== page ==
How Google,EcoBank and MTN are Getting Nigeria Businesses Online

A speech delivered by the Minister of Communication Technology Mrs Omobola Johnson at the opening ceremony of the GNBO SMB Fair in Lagos on the 31st of October …

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imagesA speech delivered by the Minister of Communication Technology Mrs Omobola Johnson at the opening ceremony of the GNBO SMB Fair in Lagos on the 31st of October 2011

Information and Communication Technology ICT has been globally credited for changing the course of history and adding value to human lives in many ways. In practically every sphere of life today, ICT is redefining how people live, how they work and how they entertain themselves.

ICTs have increased productivity and reduced the cost of doing business through the deployment of application software that automate processes and reduce hands off.ICTs have increased the mobility and flexibility of businesses and their employees

by packing what was done on several large computers to smaller devices such as laptops, note books and smart phones.

ICT’s , through the internet, enable local companies to select and partner with companies in the international business community, going beyond the borders of their natural territories to interact,collaborate and do business with their counterparts across the globe. Ecommerce that is in itself enabled by ICTs and the internet has enabled the provision of highvalue added services at relatively low cost. The list of the transforming effect of ICTs and the internet in business is seemingly endless. Unfortunately all over the developing world SMEs have been slower to adopt ICT and embrace the advantages that

ICT offers than large corporations. I say unfortunate because of the role that SMEs play in the economic and social development of a nation.

SMEs have been widely acknowledged as being the most viable vehicle for sustainingindustrial development because they possess the capacity to promote an indigenous enterprise culture. In most developing economies, SMEs are being used as a strategy

for employment generation, food security, poverty alleviation, rapid

industrialization and reversing rural urban migration as well as a tool for economic restructuring for development and growth.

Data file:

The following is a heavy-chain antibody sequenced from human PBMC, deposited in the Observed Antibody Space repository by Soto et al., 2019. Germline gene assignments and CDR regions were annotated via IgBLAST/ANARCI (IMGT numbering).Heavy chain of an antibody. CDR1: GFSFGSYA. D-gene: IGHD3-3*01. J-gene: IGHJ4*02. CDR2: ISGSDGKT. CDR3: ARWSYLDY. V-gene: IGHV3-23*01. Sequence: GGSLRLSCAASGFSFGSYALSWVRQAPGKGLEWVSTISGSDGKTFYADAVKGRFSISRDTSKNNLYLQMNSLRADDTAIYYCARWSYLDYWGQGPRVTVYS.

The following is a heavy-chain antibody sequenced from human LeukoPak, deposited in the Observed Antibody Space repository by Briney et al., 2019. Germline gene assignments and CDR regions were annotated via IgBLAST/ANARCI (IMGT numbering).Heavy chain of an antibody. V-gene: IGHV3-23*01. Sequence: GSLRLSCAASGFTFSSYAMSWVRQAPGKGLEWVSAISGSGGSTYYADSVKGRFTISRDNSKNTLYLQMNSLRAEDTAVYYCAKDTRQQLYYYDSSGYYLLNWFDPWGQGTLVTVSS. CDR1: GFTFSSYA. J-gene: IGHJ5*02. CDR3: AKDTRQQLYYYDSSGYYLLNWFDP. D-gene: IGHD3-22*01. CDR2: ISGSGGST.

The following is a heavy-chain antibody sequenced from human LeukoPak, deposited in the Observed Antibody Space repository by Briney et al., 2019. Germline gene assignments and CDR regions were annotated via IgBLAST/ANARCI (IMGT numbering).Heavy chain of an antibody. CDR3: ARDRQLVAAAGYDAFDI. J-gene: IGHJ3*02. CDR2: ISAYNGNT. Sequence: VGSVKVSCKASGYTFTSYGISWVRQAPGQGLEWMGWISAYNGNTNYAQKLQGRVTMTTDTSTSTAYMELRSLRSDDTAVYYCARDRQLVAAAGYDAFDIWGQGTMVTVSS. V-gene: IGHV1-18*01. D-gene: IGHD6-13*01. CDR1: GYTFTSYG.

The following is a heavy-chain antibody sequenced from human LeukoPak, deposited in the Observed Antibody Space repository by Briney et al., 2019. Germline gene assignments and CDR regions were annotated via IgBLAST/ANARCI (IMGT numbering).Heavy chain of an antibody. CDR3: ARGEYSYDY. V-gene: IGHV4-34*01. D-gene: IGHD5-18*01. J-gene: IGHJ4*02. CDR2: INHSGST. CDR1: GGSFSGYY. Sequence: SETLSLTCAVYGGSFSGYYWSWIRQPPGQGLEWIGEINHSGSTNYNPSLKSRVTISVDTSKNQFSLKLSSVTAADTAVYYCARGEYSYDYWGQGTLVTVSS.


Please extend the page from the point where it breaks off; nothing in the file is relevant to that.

Some compelling statistics support this view. Globally SMEs provide 50% of global employment and 90% of registered businesses are SMEs. In Malaysia, in 2006, SMEs were 99.2% of all businesses, contributed 47.3% of GDP and 65.3% of employment.

In Nigeria, the statistics are similar but with some important differences. 70% of our employment is provided by SMEs but SMEs deliver only 10% of economic value added (a proxy for GDP contribution), compared to an average of 55% and 25% EVA in other

developing economies and 60% and 50% respectively in developed economies. These statistics show that Nigerian SMEs are not as productive as they can, should or need to be. A number of reasons have been attributed to this – poor infrastructure, a poor skills base, access to finance, low adoption of ICT and access to markets

amongst others.

Getting businesses online speaks directly to the access to markets challenge that SMEs have. Getting a business online ie on the internet, immediately provides access to markets (retail, wholesale, local and international) at a fraction of the cost of traditional advertising and marketing can.

There is also increasing empirical evidence that suggests that simply putting a website on the internet increases the revenue and productivity of SMEs many fold with commensurate contributions to job and wealth creation and of course contribution

to GDP.

This is why the Google Getting Nigeria Businesses Online initiative is so important and why the Ministry of Communication Technology is supporting this initiative.

The role of the Ministry of Communication Technology is to facilitate the build out of an ICT infrastructure that is cost effective and ubiquitous giving more Nigerians better and faster access to the internet at affordable prices. We are also committed

to getting as many devices into the hands of Nigerians to enable them transact business on the internet and create a demand for products and services offered over the internet. In other words getting businesses online is a key part of the agenda and policy direction of this Ministry.

The Ministry is extremely pleased to note that the Nigeria Internet Registration Association NIRA is promoting a Switch to .ng campaign, ensuring that Nigerian businesses are hosted on local infrastructure with adequate security and support. Google has already registered its presence on the .ng domain name and is by this initiative populating the .ng domain for the benefit of Nigeria.

Given the statistics that I have mentioned above and Google’s offer to get more Nigerian businesses online, I would strongly encourage SMEs to wholeheartedly embrace the internet and take that small first step of having a website on the .ng domain. Today Nigeria has an estimated 33 million internet users and we have targets

to double this number in the next three to four years. Getting your business online immediately gives you access to this market, not to talk of the hundreds of millions of other internet users out there – a very strong value proposition in our opinion.

Please join the online movement that Google is so competently and aggressively promoting.

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